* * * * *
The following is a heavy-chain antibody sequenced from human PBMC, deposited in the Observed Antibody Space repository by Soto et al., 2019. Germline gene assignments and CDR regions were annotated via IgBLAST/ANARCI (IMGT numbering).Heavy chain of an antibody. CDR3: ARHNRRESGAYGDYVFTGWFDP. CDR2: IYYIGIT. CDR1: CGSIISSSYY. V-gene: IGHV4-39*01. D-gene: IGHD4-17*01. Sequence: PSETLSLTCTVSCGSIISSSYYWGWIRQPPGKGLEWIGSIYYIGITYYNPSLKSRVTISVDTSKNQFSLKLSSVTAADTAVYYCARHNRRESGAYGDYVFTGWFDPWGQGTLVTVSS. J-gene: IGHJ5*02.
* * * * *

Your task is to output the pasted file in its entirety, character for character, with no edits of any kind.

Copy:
The following is a heavy-chain antibody sequenced from human PBMC, deposited in the Observed Antibody Space repository by Soto et al., 2019. Germline gene assignments and CDR regions were annotated via IgBLAST/ANARCI (IMGT numbering).Heavy chain of an antibody. CDR3: ARHNRRESGAYGDYVFTGWFDP. CDR2: IYYIGIT. CDR1: CGSIISSSYY. V-gene: IGHV4-39*01. D-gene: IGHD4-17*01. Sequence: PSETLSLTCTVSCGSIISSSYYWGWIRQPPGKGLEWIGSIYYIGITYYNPSLKSRVTISVDTSKNQFSLKLSSVTAADTAVYYCARHNRRESGAYGDYVFTGWFDPWGQGTLVTVSS. J-gene: IGHJ5*02.